Orchid Brief: Etymologies of Orchid Names

Have you ever wondered how the names of orchid flowers originated? From “Drawings of Florida Orchids” come the etymologies of some of our orchids. 

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Bletia: Don Luis Blet, Spanish herbalist and apothecary of the 18th century

Brassia: William Brass, botanist of the 18th century who collected in West Africa and was a friend of Robert Brown (Scottish botanist who described the cell nucleus)

Calapogon: from Greek kalos for beautiful and pogon for beard, allusion to bearded lip

Campylocentrum: Greek kampylos, crooked, and kentron, spur, the shape of the spur

Cranichis: kranos, helmet, referring to the helmet-like, concave lip

Cyrtopodium: Greek kyrtos, for curved, and podion, diminutive of pous, or foot, allusion to the prominently curved foot of the column

Epidendron: upon tree

Erythrodes: erythros, Greek for red, and edios for appearing

Eulophia: Greek eulophos, beautifully crested, referring to lip

Goodyera: to honor John Goodyer, (1592-1664), English botanist who translated into English “De materia medica” by Dioscorides

Habenaria: from Latin habena for thong or rein, allusion to spur or slender elongated lip of some species

Inoposis: Greek ion, for violet, and opsis, for resemblance

Liparis: from Greek liparos for fat or shining, referring to glossy leaves

Listera: dedicated to Martin Lister, English naturalist (1638-1711)

Maxillaris: from Latin maxilla for jaw, referring to resemblance of column and lip to jaws of an insect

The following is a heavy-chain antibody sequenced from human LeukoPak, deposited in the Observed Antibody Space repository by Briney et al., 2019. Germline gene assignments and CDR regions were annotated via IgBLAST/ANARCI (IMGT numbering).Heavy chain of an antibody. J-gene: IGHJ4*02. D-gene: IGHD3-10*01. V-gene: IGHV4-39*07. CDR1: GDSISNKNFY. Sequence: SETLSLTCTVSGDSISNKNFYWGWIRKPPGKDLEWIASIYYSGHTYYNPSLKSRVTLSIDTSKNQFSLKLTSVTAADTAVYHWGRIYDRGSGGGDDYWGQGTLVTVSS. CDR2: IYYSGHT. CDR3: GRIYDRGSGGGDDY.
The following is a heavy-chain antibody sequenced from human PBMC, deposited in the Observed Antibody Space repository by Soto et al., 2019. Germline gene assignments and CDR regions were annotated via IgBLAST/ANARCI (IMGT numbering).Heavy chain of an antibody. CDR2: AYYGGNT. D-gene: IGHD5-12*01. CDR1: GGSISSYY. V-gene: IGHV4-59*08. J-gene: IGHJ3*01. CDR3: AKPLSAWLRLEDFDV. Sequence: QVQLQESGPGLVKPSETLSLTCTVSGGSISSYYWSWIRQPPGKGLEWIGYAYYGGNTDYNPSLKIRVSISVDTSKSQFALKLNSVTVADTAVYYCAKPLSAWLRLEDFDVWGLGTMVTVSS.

Oncidium: a diminutive of the Greek onkos for swelling, warty excrescences of the lip

Pleurothallis: Greek pleura for rib and thallos, branch, re: short, persistent pedicels along the rachis

Polyrrhiza: from Greek polys, or many, and rhiza, root

Ponthieva: honors Henri de Ponthieu, collector in the Caribbean area who sent plants to Sir Joseph Banks in 1778

Spiranthes: from Greek speria for coil and anthos for flower, the spiral arrangement of flowers

Vanilla: from Spanish vanilla, diminutive of vaina or pod

Zuexine: from Greek zeukis, for joining, in allusion to partial union of the lip and  column

1. Zeuxine stratomatica 2. Liparis 3. Elophia alta 4. Brassia 5. Oncidium 6. Vanilla 7. Epidendron
This article was written by Blanche Ames and Oakes Ames, and originally published in the Winter 2016 issue of the Tropical GardenMinor changes from the print version of this article were introduced to improve readability in a digital format.

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